Keep the Faith03191_000_002
What a challenging time it is to be alive and young! I sometimes wish I were of your generation. But then I would have to face again all of the decisions that youth face, for the decisions of this generation are essentially the same as were those of mine, and I have been through many of them. They are often complex and difficult. They are fraught with tremendous consequences.
They concern such things as marriage, careers, social contacts, even the things we eat and drink and wear. Most of these decisions seem small at the time we make them, but their eventual outcome can be almost overwhelming.
I approached a large farm gate one day. I lifted the latch and opened the gate. The movement at the hinges was so slight as to be scarcely discernible. But the other end of the gate cut a great arc sixteen feet in radius. Looking at the movement of the hinges alone, one would never dream of the magnified action that came as a result of that tiny movement.
So it is with the decisions in our lives. Some small thought, some small word, some small action can lead to tremendous consequences.
Many years ago, I worked in the head office of one of our railroads. One day I received a telephone call from my counterpart of another railroad in Newark, New Jersey, who said that a passenger train which had passed over our line had arrived without its baggage car. The patrons were angry.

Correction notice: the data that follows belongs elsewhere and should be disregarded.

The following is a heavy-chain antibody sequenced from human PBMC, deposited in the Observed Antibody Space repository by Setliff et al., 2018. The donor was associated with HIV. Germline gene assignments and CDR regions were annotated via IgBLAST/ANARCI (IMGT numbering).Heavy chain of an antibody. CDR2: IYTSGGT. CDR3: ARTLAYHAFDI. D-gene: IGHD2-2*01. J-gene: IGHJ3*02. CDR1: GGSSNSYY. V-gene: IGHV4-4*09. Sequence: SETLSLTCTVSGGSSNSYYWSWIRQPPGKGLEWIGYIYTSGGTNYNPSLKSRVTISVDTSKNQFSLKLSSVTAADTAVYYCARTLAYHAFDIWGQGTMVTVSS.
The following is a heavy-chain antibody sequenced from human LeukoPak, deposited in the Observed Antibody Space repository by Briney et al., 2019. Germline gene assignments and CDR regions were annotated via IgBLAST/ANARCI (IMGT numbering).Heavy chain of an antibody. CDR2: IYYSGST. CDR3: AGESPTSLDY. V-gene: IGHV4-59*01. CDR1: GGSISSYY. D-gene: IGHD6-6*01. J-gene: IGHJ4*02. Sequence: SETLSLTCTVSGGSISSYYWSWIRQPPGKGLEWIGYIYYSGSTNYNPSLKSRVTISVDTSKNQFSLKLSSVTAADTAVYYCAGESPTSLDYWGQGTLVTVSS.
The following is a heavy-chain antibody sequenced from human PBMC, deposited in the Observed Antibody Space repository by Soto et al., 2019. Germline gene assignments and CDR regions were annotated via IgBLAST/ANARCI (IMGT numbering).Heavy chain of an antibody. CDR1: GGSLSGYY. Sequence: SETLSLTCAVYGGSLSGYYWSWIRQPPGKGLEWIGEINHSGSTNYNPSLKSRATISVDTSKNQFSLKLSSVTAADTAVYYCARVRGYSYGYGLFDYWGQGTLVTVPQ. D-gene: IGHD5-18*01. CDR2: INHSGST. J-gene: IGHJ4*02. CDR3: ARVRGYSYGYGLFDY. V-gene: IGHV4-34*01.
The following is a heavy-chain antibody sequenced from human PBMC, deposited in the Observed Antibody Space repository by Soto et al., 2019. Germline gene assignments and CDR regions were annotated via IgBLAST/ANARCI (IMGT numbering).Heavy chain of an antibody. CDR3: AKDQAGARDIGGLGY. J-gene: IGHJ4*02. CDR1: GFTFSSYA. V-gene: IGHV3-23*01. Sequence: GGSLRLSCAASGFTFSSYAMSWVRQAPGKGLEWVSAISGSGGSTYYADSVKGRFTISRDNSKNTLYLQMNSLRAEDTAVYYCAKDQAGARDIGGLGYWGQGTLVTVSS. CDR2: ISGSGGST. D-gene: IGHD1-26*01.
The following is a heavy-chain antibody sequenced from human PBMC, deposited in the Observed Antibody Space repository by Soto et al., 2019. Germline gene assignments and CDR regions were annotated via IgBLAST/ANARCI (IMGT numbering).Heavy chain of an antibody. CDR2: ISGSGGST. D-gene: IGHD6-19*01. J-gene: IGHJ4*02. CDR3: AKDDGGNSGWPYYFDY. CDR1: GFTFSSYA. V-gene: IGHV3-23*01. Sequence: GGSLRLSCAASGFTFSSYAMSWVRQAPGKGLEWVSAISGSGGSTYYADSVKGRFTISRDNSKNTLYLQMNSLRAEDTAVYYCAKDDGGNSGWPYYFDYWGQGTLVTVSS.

We discovered that the train had been properly made up in Oakland, California, and properly delivered to St. Louis, Missouri, where it was to be transferred to another railroad to be carried to its destination on the east coast. But we discovered that in the St. Louis yards, a thoughtless switchman had moved a piece of steel just three or four inches. That piece of steel was a switch point, and we found that the car that should have been in Newark, New Jersey, was in New Orleans, Louisiana—thirteen hundred miles away. It had gone south instead of east.
So it is with some of the seemingly small decisions of our lives. For instance, the decision that you will go out just once with that young man of questionable character could result in a miserable marriage. The cigarette you smoke on a dare with a group of noisy friends could lead to a habit almost impossible to break. On the other hand, the decision to try at least one quarter or semester of college could eventually lead to a degree and a happy and productive career.